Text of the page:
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We’ve known for over two years that this day was coming. But that won’t ease its economic and social pain. The shutdown of Australia’s mass motor vehicle assembly industry is now upon us. Ford’s assembly plant in Broadmeadows, Victoria, was the first to go dark: the final Aussie-made Ford has already rolled off the assembly
The state government of New South Wales recently awarded a contract for the purchase of 512 new intercity passenger rail cars to a consortium that will manufacture the equipment in South Korea. The contract is worth $2.3 billion, including an unspecified sum to cover maintenance of the double-decker cars over an initial 15-year period. The
New report from the Centre for Future Work ranks Prime Ministerships by 10 key economic performance indicators.
The problems in Australia’s manufacturing sector are well-known, and many Australians have concluded that the decline in manufacturing is inevitable and universal: that high-wage countries like Australia must accept the loss of manufacturing as an economic reality. But international statistics disprove this pessimism. Worldwide, manufacturing is growing, not shrinking, including in many advanced high-wage countries.
The insecure nature of work in Australia today can be illustrated through the following infographic (based on 2015 data published by the ABS). Australia has over 19 million residents of working age (which the ABS defines as anyone over 15). Of those, 12.5 million “participated” in the labour market (by working or actively seeking it). Participation has declined in recent years, in large part because of poor job prospects; that’s a turnaround from earlier decades when participation (especially by women) increased steadily.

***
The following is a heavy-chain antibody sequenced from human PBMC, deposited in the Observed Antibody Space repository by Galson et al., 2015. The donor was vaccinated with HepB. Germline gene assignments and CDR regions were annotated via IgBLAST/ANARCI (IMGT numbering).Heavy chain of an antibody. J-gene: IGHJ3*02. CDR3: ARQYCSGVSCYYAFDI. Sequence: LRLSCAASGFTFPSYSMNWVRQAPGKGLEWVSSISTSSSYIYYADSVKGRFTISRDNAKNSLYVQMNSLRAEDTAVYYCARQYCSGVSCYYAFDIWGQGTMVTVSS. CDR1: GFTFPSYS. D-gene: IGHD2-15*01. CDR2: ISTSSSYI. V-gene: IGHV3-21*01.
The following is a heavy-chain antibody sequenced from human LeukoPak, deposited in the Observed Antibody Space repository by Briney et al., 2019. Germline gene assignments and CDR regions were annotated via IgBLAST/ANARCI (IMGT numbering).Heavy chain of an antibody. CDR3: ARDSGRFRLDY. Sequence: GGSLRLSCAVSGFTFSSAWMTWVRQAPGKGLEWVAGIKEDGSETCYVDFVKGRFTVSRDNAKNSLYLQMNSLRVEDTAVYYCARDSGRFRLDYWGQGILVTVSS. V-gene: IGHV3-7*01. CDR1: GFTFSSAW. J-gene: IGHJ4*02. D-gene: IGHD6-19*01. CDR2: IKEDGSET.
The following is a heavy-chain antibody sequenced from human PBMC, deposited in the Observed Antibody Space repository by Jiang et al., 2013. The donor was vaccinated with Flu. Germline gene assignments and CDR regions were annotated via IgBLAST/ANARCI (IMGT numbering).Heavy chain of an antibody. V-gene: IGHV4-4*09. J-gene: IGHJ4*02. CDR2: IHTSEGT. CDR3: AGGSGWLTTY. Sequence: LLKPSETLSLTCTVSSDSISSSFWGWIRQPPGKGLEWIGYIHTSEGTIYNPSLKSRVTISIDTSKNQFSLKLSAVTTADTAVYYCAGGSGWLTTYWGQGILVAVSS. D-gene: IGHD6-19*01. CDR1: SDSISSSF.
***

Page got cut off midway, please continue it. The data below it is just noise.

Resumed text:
This paper explores the cost of unpaid overtime, the extent to which Australian workers fail to take a break and the cost of work bleeding into everyday life.
Banks were portrayed as the villains of the global financial crisis; many of the big international banks and their executives were associated with greed and excessive risk-taking. Regulators were obliged to step in with unprecedented rescue packages to save the financial systems in the US, the UK and, to a lesser extent, the major European